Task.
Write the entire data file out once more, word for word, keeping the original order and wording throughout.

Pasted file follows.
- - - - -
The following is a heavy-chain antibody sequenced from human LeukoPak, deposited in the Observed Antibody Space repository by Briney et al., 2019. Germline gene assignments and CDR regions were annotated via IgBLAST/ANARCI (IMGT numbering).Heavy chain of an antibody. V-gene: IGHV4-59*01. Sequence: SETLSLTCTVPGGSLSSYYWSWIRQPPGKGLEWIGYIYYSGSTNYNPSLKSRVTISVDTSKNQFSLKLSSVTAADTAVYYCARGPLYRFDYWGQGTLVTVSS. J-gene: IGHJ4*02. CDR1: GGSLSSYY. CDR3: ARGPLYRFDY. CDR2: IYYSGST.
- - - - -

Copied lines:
The following is a heavy-chain antibody sequenced from human LeukoPak, deposited in the Observed Antibody Space repository by Briney et al., 2019. Germline gene assignments and CDR regions were annotated via IgBLAST/ANARCI (IMGT numbering).Heavy chain of an antibody. V-gene: IGHV4-59*01. Sequence: SETLSLTCTVPGGSLSSYYWSWIRQPPGKGLEWIGYIYYSGSTNYNPSLKSRVTISVDTSKNQFSLKLSSVTAADTAVYYCARGPLYRFDYWGQGTLVTVSS. J-gene: IGHJ4*02. CDR1: GGSLSSYY. CDR3: ARGPLYRFDY. CDR2: IYYSGST.